TyCom and Global Crossing announced Tuesday that the companies have settled all legal proceedings against each another. The legal dispute, which included arbitration and appearances in Federal court, concerned the agreements between the two companies to build fiber-optic cable routes across the Atlantic and in South America. TyCom, a subsidiary of Tyco International, builds undersea cable systems. Telecommunications carrier Global Crossing filed a lawsuit against TyCom in May last year seeking more than $1 billion in damages for breech of contract related to the Atlantic and South American routes. The two companies announced in September 2000 a settlement of one of the disputes concerning the Atlantic cable system that required Global Crossing to pay TyCom $19 million to terminate a maintenance contract. The two also kept working together on building other cable systems throughout the legal battles, including an August 2000 deal for a $100 million cable system in the Pacific for Asia Global Crossing, a company 59 percent owned by Global Crossing along with stakes by Softbank and Microsoft.
Agere Systems will provide equipment to help TyCom run its undersea communications network over the next 12 months in a three-year deal valued at $70 million. Allentown, Penn.-based Agere will sell pump lasers to TyCom. The lasers will help amplify high-speed light signals sent along fiber-optic glass wires that are placed underwater and carry voice and data information between continents. Agere makes components and chips for communications gear. TyCom is in the first phase of building its worldwide network that will connect more than 30 cities around the world. TyCom expects this phase will last no longer than the third quarter of 2002. Manufacturing conglomerate Tyco International owns about 86 percent of TyCom. Lucent Technologies spun off Agere in an IPO last March and plans to distribute the remaining shares it owns of the company to its shareholders by October.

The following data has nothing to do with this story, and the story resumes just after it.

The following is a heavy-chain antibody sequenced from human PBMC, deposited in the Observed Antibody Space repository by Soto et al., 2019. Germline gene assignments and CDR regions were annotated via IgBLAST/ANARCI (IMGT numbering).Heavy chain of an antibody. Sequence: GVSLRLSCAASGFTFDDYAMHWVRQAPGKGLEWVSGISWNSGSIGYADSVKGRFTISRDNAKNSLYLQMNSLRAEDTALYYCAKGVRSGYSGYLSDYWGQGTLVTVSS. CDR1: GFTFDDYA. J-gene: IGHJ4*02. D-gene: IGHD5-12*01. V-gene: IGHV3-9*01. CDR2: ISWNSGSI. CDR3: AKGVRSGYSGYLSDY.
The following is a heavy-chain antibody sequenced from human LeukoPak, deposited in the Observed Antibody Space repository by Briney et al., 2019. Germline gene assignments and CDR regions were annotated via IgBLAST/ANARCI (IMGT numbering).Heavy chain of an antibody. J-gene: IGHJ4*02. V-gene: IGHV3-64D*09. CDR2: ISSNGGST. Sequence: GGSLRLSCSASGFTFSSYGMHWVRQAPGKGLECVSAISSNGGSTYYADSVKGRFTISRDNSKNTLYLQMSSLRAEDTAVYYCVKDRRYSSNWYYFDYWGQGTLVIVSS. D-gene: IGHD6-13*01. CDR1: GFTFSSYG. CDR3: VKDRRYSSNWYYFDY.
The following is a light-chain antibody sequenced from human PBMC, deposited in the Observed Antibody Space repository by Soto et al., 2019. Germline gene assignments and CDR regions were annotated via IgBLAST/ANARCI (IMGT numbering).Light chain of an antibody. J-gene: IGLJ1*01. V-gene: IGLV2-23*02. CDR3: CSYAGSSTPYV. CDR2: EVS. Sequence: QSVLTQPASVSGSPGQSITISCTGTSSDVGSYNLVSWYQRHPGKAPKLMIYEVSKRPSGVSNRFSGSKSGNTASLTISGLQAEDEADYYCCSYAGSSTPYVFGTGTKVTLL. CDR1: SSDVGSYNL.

TyCom, the undersea fiber-optic network spinoff of Tyco, posted a fourth-quarter profit, excluding one-time IPO-related charges, of $89.9 million, or 18 cents a share, compared with net income of $41 million, or 9 cents a share, for the same period last year. Wall Street expected the company to earn 10 cents a share, according to First Call/Thomson Financial. TyCom's quarterly revenue increased to $587.5 million, up from $506.7. In July, TyCom offered stock in the company via an initial public stock offering (IPO).